Tax evasion by individuals

The new luxury freeports: Offshore storage, tax avoidance, and ‘invisible’ art

Research by Helgadóttir 2020


In this article, Oddný Helgadóttir analyses the emergence of “luxury freeports”, i.e. high-security storage spaces where artworks and luxury items can be traded and detained for an unlimited period of time. These freeports allow high net worth individuals to trade valuable goods without paying value added tax. In addition, they may serve as a new form of “offshore” as beneficial ownership information of assets held in freeports is not subject to automatic information exchange between tax authorities. Pointing at the rapid growth in the high-end of the art market and the physical expansion of these storage spaces, the author suggests that luxury freeports are establishing themselves as new players in the global system of tax avoidance and discusses the trends that may explain this development.

Helgadóttir first describes the evolution of the traditional Swiss freeports, used since the 19th century for grain and other goods in transit. In the wake of the creation of the WTO in 1995, traditional freeports were challenged by Open Customs Warehouses (OCWs), a new kind of tax and duty-free storage option promoted to facilitate free trade and harmonizing trade practices across borders. With a more flexible administration, standardized licensing processes, and better suiting the new technological requirements of logistics, OCWs took off at the expense of freeports. In reaction to these competitive pressures, the Geneva Freeport reinvented its business model. It exploited several specificities of its legal status, such as limited inventory requirements and limited legal liability if customers failed to comply with laws and regulations and became a blueprint for other luxury freeports.

Furthermore, the author relates the rise of luxury freeports to the international crack down on banking secrecy. While Zucman (2015) underlines that from 2009 to early 2015, foreign wealth held in Switzerland increased by 18%, Helgadóttir notices that the Geneva Freeport expanded by 10,000 m2 in 2014. Additionally, she stresses the pattern of diffusion of luxury freeports, which spread alongside known financial hubs or tax havens such as Singapore (2010), Monaco (2013), Luxembourg (2014), Beijing (2014), Delaware (2014), and New York City (2018).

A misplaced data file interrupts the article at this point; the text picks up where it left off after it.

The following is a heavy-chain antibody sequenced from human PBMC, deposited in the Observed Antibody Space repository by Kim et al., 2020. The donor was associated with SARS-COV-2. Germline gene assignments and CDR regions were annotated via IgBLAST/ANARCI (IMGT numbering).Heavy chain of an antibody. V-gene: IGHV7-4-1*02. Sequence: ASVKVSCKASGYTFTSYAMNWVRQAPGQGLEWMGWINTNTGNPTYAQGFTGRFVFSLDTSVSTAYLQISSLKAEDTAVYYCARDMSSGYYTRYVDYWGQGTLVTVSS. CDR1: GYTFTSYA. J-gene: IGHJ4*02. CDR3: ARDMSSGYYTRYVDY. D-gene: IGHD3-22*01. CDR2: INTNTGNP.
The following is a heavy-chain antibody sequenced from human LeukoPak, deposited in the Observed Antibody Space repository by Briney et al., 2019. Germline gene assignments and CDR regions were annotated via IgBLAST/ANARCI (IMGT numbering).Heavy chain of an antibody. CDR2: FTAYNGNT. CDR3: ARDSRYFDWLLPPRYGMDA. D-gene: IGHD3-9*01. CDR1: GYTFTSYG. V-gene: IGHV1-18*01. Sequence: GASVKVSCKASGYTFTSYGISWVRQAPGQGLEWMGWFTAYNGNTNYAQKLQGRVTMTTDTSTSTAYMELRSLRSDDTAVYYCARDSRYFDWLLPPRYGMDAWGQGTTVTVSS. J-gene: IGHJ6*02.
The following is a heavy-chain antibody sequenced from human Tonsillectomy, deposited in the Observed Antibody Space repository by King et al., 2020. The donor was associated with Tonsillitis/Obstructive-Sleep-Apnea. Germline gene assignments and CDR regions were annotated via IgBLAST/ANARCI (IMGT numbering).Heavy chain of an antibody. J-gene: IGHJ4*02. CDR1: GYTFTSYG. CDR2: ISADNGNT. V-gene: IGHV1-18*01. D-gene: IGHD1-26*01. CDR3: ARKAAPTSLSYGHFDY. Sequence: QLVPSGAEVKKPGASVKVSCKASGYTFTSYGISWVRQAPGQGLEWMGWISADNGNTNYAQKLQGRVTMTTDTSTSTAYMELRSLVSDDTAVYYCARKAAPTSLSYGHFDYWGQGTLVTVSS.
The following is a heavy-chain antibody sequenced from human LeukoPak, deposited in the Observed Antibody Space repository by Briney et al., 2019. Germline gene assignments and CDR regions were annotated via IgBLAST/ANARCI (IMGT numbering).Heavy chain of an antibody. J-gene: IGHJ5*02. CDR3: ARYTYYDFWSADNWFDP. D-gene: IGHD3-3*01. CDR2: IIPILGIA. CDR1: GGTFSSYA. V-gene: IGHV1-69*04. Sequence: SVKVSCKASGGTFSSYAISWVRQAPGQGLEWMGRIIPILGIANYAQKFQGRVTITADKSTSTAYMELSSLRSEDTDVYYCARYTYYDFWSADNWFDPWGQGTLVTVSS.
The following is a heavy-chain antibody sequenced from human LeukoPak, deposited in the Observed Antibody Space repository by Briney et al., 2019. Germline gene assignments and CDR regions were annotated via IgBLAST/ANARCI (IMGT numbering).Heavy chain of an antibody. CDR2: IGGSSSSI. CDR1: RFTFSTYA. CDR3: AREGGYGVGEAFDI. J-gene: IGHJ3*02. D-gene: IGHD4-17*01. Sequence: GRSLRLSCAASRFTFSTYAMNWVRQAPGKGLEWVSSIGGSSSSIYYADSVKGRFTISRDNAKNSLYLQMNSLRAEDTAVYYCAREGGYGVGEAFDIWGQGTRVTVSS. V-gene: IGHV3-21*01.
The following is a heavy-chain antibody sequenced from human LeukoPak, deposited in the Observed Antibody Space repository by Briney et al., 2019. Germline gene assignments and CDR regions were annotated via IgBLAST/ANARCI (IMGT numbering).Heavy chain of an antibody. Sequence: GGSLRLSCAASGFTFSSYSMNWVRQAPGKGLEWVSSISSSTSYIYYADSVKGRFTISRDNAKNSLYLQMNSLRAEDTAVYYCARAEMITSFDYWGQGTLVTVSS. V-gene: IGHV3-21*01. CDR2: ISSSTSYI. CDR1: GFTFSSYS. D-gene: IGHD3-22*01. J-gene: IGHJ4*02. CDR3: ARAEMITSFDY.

Following several scandals that questioned the legality of the sourcing of the Geneva Freeport’s artworks and shed light on the use of shell companies to obscure ultimate beneficial ownership, the Swiss authorities strengthened the legal requirements imposed upon freeports. According to the author, the luxury freeports created outside of Switzerland responded to these setbacks by engaging in transparency initiatives to fight money laundering but leaving the issue of aggressive tax planning widely untouched.

Key results

  • Helgadóttir suggests that the Luxury Freeport model was spurred by competition from Open Customs Warehouses and increasing demand for alternative ways to avoid taxation on investment income in times of rising international financial transparency.
  • According to estimates from Deloitte’s 2017 Art & Finance Report high net worth individuals dedicated 1.62 trillion USD to art and collectibles in 2016 with a projected increase to 2.7 trillion USD by 2026.
  • The physical space occupied by luxury freeports has rapidly increased over the last decade from 46,722 m2 of dedicated storage in 2010 to more than 178,800 m2
  • According to anti-money-laundering regulation, freeports may be required to report suspicious activity and keep records of ultimate beneficial ownership but information is not exchanged automatically between tax authorities which seriously limits transparency for tax purposes.

Data & Methodology

Helgadóttir gathers insights from several studies on the links between finance and the artwork market or on individual luxury freeports. Additionally, the author relies on 7 semi-structured interviews and 1 email-based interview with regulators, experts and service providers in Switzerland.

Go to the original article

This article was published in Environment and Planning A: Economy and Space in 2020. It is available under restricted access on the SAGE Journals website.

A manuscript version is available at the website of the Copenhagen Business School [pdf]